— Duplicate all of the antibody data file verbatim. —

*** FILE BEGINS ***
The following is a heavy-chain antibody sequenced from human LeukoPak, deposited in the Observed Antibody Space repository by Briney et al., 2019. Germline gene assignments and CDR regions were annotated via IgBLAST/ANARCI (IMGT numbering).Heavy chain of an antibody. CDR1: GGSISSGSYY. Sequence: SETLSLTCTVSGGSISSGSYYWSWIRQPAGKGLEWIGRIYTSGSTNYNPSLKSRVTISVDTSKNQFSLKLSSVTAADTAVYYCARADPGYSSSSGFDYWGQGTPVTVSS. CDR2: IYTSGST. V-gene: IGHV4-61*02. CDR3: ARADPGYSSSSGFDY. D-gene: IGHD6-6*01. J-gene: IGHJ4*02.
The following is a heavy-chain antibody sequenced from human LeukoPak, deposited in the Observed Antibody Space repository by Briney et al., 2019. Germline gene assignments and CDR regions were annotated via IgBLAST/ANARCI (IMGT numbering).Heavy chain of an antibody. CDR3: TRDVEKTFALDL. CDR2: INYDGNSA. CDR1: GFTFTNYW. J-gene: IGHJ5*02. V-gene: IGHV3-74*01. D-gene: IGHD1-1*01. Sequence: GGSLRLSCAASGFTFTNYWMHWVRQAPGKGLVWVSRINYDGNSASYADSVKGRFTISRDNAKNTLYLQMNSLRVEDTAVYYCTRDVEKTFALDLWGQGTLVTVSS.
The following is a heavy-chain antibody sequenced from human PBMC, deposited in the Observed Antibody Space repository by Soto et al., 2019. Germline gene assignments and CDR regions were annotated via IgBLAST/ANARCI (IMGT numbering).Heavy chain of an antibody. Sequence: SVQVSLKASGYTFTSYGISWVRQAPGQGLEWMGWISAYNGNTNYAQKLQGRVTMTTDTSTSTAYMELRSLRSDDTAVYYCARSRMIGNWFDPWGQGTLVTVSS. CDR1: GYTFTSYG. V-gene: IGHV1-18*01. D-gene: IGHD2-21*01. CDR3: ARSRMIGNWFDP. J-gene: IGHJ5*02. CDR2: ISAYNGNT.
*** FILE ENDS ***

The following is a heavy-chain antibody sequenced from human LeukoPak, deposited in the Observed Antibody Space repository by Briney et al., 2019. Germline gene assignments and CDR regions were annotated via IgBLAST/ANARCI (IMGT numbering).Heavy chain of an antibody. CDR1: GGSISSGSYY. Sequence: SETLSLTCTVSGGSISSGSYYWSWIRQPAGKGLEWIGRIYTSGSTNYNPSLKSRVTISVDTSKNQFSLKLSSVTAADTAVYYCARADPGYSSSSGFDYWGQGTPVTVSS. CDR2: IYTSGST. V-gene: IGHV4-61*02. CDR3: ARADPGYSSSSGFDY. D-gene: IGHD6-6*01. J-gene: IGHJ4*02.
The following is a heavy-chain antibody sequenced from human LeukoPak, deposited in the Observed Antibody Space repository by Briney et al., 2019. Germline gene assignments and CDR regions were annotated via IgBLAST/ANARCI (IMGT numbering).Heavy chain of an antibody. CDR3: TRDVEKTFALDL. CDR2: INYDGNSA. CDR1: GFTFTNYW. J-gene: IGHJ5*02. V-gene: IGHV3-74*01. D-gene: IGHD1-1*01. Sequence: GGSLRLSCAASGFTFTNYWMHWVRQAPGKGLVWVSRINYDGNSASYADSVKGRFTISRDNAKNTLYLQMNSLRVEDTAVYYCTRDVEKTFALDLWGQGTLVTVSS.
The following is a heavy-chain antibody sequenced from human PBMC, deposited in the Observed Antibody Space repository by Soto et al., 2019. Germline gene assignments and CDR regions were annotated via IgBLAST/ANARCI (IMGT numbering).Heavy chain of an antibody. Sequence: SVQVSLKASGYTFTSYGISWVRQAPGQGLEWMGWISAYNGNTNYAQKLQGRVTMTTDTSTSTAYMELRSLRSDDTAVYYCARSRMIGNWFDPWGQGTLVTVSS. CDR1: GYTFTSYG. V-gene: IGHV1-18*01. D-gene: IGHD2-21*01. CDR3: ARSRMIGNWFDP. J-gene: IGHJ5*02. CDR2: ISAYNGNT.